• 10. the trajectory — protocol These networks are about communication between peers. They are flat (anything can talk to anything if you follow the protocols). Protocols are technical (so anyone can write software and services that can use them) and social. They are manners for machines and people. (Understanding that it relies on protocols that don’t come from head office means you don’t need permission to do, participate, engage, but you do need to learn the ‘rules of the game’. These rules are technical and social. In addition, as protocols, they are documented, and understandable.)
  • 11. the trajectory — databases A database is how we store lists of things. Your blog is a database (and your posts are just lists). With a database and a screen how we see and experience things can always vary. Nothing is fixed. There is no preferred or required order. This makes it easy to find things, show different things next to each other — a Google map showing where events in a story happened next to audio from the location. (Stories have an order. They have the order of the events they narrate, and the order of their telling. These can vary, but they are machines for cause and effect sequences. Databases separate content from presentation, and do not have to use or rely on cause and effect and so let other sorts of cultural narratives be made. We are still inventing and discovering what these could, might, and should be.)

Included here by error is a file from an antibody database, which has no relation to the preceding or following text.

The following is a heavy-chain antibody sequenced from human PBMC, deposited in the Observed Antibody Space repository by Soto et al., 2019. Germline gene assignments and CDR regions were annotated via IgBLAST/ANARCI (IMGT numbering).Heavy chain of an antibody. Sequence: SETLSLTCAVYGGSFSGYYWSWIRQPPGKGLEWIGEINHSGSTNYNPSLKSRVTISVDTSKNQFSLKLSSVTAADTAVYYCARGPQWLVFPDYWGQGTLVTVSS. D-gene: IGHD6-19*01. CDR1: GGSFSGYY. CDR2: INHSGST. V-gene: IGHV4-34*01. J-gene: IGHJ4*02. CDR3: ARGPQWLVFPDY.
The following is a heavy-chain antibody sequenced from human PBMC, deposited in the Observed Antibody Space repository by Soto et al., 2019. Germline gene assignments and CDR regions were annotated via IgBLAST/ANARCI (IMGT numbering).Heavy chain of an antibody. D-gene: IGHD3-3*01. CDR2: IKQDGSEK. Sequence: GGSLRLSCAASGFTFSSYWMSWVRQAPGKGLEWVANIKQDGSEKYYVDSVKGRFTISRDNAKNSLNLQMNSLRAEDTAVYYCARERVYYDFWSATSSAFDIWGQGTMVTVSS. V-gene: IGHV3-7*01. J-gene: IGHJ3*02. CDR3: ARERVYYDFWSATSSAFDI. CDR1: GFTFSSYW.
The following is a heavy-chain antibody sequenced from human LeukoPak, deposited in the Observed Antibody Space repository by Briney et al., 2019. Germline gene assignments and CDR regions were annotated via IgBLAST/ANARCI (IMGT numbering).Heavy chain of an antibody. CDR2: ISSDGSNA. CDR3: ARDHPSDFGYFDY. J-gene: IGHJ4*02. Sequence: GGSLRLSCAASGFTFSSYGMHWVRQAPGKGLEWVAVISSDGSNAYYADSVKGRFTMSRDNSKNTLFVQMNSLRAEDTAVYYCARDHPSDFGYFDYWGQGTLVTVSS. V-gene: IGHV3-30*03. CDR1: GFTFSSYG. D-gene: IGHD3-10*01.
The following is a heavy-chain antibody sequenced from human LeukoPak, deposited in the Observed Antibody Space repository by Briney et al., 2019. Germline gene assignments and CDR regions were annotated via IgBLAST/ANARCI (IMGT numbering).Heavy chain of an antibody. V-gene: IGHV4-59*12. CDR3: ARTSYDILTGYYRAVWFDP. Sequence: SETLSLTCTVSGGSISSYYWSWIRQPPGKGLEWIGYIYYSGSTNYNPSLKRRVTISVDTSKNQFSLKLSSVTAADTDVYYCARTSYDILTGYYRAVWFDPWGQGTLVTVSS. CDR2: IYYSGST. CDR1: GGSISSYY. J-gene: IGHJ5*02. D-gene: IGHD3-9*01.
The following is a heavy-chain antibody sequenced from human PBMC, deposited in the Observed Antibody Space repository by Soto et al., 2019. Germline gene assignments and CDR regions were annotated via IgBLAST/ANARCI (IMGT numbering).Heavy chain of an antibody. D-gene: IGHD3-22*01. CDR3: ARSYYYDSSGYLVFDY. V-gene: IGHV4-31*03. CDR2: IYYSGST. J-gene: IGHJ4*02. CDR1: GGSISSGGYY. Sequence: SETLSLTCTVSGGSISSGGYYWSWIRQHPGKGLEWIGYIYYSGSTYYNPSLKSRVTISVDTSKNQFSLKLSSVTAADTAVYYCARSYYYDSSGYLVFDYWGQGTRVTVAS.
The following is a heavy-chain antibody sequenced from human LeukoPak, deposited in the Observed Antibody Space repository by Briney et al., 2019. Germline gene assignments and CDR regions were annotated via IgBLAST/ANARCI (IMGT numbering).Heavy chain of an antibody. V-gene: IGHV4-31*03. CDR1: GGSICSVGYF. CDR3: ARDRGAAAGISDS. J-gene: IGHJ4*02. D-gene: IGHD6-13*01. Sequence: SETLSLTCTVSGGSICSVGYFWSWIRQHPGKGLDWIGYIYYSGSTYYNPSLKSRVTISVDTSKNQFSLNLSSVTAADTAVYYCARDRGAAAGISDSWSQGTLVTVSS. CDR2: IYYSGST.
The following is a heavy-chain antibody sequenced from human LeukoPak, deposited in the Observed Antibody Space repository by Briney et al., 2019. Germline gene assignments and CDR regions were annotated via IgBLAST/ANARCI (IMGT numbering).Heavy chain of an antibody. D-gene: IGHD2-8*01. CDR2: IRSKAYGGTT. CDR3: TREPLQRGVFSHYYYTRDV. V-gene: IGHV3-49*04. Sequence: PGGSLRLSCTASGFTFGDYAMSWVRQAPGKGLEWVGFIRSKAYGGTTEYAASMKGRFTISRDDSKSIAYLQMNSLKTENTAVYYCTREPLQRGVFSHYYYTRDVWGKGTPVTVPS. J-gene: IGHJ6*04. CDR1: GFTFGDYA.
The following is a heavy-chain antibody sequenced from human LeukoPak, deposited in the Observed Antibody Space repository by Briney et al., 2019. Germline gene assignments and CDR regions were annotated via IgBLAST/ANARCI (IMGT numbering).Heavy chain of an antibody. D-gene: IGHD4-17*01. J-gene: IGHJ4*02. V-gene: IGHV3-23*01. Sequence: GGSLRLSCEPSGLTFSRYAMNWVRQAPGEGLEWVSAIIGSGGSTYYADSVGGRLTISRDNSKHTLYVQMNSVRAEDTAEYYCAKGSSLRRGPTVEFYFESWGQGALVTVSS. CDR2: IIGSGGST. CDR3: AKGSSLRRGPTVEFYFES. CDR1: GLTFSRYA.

• 12. the trajectory — Actor Network Theory Everything is part of a network and everything that is a part of a network is a part of network because it participates and is this network. The things that make up networks are not defined or constrained by scale (size) or type. They are not defined or constrained by type and so might include human, non human, cultural, technical, geographical, geological, chemical, sensory (human and nonhuman), meteorological, and chemical things. They may include an individual or an entire population (a drop of water in relation to the interior of your phone and the world’s oceans in relation to global warming). All the things in a network have the capacity to act, or be acted upon, in that network. (This is a radical notion of agency — the ability to act — that takes it out of the human — as if we’re the only things capable of acting and action. This shifts thinking about networks out of whether it is technical, or cultural, or ideological and gives us a way of thinking about networks where the first thing to do is to describe them, for themselves, properly. What is any particular network, what is it made of? What does it do?)
  • 13. in closing The content of the subject is the experience it has offered. There isn’t a magic answer. There isn’t one theory to explain them all. my speculative view: we are not the centre of anything we share agency with non–sentient things meaningful structure always emerges communicative relationships are at its heart (between parts of a ‘single’ text — hypertext), between texts (blogs, email, Cowbird), between systems and services (automating Twitter or Instagram into a blog), between people, and between communities
  • 14. thank you Adrian Miles Brian Morris Jasmine Roth Elliot Heatwole adrian.miles@rmit.edu.au vogmae.net.au